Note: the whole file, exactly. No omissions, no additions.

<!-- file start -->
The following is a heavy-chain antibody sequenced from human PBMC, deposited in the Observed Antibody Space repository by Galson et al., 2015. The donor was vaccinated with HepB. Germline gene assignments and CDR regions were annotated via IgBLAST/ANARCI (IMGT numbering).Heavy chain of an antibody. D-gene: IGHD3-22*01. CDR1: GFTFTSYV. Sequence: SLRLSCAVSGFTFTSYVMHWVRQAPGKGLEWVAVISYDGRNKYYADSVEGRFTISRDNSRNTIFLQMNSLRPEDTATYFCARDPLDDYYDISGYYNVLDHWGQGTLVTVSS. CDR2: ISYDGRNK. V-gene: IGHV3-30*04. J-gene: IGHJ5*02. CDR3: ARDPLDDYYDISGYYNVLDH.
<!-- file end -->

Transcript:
The following is a heavy-chain antibody sequenced from human PBMC, deposited in the Observed Antibody Space repository by Galson et al., 2015. The donor was vaccinated with HepB. Germline gene assignments and CDR regions were annotated via IgBLAST/ANARCI (IMGT numbering).Heavy chain of an antibody. D-gene: IGHD3-22*01. CDR1: GFTFTSYV. Sequence: SLRLSCAVSGFTFTSYVMHWVRQAPGKGLEWVAVISYDGRNKYYADSVEGRFTISRDNSRNTIFLQMNSLRPEDTATYFCARDPLDDYYDISGYYNVLDHWGQGTLVTVSS. CDR2: ISYDGRNK. V-gene: IGHV3-30*04. J-gene: IGHJ5*02. CDR3: ARDPLDDYYDISGYYNVLDH.